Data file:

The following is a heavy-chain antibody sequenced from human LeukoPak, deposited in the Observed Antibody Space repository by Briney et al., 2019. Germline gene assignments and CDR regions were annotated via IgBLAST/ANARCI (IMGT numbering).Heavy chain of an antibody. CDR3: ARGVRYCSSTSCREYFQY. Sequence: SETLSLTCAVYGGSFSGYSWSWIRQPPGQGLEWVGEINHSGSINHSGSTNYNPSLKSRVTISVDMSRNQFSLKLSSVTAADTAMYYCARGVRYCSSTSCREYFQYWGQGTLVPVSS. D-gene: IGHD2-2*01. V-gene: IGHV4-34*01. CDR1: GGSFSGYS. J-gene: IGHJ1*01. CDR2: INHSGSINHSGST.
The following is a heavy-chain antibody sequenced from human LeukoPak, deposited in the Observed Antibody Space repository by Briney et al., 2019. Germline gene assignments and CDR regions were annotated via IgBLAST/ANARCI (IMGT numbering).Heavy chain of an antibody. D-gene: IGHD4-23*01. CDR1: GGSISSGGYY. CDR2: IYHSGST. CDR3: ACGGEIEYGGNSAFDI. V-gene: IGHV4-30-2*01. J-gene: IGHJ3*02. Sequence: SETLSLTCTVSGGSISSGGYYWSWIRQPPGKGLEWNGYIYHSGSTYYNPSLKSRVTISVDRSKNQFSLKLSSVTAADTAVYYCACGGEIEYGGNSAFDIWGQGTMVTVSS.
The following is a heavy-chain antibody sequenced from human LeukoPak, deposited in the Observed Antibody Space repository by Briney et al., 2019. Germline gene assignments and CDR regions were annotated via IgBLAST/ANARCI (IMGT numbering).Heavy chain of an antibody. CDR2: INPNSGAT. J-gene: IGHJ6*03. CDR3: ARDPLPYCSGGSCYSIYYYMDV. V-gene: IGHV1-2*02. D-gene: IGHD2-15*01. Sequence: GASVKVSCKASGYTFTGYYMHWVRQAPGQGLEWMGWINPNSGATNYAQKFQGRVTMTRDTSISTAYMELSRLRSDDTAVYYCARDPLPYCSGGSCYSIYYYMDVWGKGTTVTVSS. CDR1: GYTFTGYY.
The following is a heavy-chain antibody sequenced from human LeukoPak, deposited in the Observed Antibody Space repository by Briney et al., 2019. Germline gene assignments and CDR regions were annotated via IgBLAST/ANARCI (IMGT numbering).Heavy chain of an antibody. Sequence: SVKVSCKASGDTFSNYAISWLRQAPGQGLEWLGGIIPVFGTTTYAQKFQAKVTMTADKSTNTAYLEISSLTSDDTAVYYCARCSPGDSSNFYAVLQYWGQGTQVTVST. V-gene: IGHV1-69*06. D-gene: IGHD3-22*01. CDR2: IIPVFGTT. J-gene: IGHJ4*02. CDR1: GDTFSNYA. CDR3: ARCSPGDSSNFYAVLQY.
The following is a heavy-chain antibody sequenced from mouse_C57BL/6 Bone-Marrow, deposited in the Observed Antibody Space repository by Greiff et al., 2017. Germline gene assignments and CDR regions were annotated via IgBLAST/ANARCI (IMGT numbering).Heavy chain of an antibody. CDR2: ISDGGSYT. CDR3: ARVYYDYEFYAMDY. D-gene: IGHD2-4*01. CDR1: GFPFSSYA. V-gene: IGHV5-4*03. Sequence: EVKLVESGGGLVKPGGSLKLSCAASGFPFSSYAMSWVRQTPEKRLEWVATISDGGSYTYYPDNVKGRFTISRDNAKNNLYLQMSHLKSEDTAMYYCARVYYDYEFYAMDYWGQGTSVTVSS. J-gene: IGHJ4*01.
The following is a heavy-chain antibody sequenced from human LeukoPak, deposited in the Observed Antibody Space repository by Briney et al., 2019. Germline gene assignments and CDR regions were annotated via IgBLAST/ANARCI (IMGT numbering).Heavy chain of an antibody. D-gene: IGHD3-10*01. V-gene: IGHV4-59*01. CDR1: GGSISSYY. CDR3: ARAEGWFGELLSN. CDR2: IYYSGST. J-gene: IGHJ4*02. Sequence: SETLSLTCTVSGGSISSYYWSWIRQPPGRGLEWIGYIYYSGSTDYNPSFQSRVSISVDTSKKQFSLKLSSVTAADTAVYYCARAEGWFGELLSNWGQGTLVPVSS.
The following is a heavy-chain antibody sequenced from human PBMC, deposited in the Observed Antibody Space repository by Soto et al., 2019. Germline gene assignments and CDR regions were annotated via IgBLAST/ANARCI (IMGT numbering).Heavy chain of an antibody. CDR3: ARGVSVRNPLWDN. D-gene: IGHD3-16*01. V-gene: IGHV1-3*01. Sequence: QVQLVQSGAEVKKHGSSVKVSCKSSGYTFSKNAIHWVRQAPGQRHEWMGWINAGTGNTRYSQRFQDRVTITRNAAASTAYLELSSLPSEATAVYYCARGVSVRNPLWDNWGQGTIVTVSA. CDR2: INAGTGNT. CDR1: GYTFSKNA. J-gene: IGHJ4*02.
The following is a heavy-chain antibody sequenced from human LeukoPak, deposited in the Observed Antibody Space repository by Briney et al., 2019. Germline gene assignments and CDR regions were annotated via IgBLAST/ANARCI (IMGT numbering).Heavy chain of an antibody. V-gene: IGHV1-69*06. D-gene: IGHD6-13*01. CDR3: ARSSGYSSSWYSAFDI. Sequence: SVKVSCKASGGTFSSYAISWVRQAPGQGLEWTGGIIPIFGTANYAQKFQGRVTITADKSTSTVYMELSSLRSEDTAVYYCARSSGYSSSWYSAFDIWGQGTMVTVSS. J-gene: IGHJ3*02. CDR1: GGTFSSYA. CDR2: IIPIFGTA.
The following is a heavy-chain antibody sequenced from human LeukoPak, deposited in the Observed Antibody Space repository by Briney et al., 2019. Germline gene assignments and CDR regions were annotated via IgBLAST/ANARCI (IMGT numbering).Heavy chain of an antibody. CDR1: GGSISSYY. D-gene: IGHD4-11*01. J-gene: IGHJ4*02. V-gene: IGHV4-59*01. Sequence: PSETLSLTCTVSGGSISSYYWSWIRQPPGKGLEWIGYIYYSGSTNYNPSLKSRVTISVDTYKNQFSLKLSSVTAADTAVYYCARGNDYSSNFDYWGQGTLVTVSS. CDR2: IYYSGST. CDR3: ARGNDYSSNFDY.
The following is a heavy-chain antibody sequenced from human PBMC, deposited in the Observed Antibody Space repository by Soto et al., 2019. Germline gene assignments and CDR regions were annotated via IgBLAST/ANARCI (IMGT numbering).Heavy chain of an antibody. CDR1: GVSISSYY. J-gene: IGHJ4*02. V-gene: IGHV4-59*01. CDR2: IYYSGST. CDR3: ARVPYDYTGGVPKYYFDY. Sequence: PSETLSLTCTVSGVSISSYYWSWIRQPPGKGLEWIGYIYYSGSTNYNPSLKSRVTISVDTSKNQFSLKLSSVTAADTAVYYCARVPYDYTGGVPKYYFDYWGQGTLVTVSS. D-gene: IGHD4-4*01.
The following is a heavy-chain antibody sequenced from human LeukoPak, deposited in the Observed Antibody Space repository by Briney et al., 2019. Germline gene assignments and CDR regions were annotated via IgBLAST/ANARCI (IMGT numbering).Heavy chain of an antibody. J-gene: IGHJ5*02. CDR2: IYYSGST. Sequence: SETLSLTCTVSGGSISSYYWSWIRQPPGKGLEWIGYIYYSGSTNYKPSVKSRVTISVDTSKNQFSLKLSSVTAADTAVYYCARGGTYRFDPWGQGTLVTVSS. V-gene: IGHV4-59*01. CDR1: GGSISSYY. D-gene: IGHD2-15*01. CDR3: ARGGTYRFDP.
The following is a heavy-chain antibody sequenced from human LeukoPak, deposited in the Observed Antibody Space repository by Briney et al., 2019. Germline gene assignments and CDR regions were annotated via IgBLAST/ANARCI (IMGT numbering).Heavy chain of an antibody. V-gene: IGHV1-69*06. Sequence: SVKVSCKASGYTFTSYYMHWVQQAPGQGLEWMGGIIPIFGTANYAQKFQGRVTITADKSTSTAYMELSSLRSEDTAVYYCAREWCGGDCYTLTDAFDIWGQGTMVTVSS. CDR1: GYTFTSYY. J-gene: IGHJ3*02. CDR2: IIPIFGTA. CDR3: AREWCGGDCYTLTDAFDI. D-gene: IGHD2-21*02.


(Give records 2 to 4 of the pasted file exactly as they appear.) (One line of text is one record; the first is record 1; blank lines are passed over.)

The following is a heavy-chain antibody sequenced from human LeukoPak, deposited in the Observed Antibody Space repository by Briney et al., 2019. Germline gene assignments and CDR regions were annotated via IgBLAST/ANARCI (IMGT numbering).Heavy chain of an antibody. D-gene: IGHD4-23*01. CDR1: GGSISSGGYY. CDR2: IYHSGST. CDR3: ACGGEIEYGGNSAFDI. V-gene: IGHV4-30-2*01. J-gene: IGHJ3*02. Sequence: SETLSLTCTVSGGSISSGGYYWSWIRQPPGKGLEWNGYIYHSGSTYYNPSLKSRVTISVDRSKNQFSLKLSSVTAADTAVYYCACGGEIEYGGNSAFDIWGQGTMVTVSS.
The following is a heavy-chain antibody sequenced from human LeukoPak, deposited in the Observed Antibody Space repository by Briney et al., 2019. Germline gene assignments and CDR regions were annotated via IgBLAST/ANARCI (IMGT numbering).Heavy chain of an antibody. CDR2: INPNSGAT. J-gene: IGHJ6*03. CDR3: ARDPLPYCSGGSCYSIYYYMDV. V-gene: IGHV1-2*02. D-gene: IGHD2-15*01. Sequence: GASVKVSCKASGYTFTGYYMHWVRQAPGQGLEWMGWINPNSGATNYAQKFQGRVTMTRDTSISTAYMELSRLRSDDTAVYYCARDPLPYCSGGSCYSIYYYMDVWGKGTTVTVSS. CDR1: GYTFTGYY.
The following is a heavy-chain antibody sequenced from human LeukoPak, deposited in the Observed Antibody Space repository by Briney et al., 2019. Germline gene assignments and CDR regions were annotated via IgBLAST/ANARCI (IMGT numbering).Heavy chain of an antibody. Sequence: SVKVSCKASGDTFSNYAISWLRQAPGQGLEWLGGIIPVFGTTTYAQKFQAKVTMTADKSTNTAYLEISSLTSDDTAVYYCARCSPGDSSNFYAVLQYWGQGTQVTVST. V-gene: IGHV1-69*06. D-gene: IGHD3-22*01. CDR2: IIPVFGTT. J-gene: IGHJ4*02. CDR1: GDTFSNYA. CDR3: ARCSPGDSSNFYAVLQY.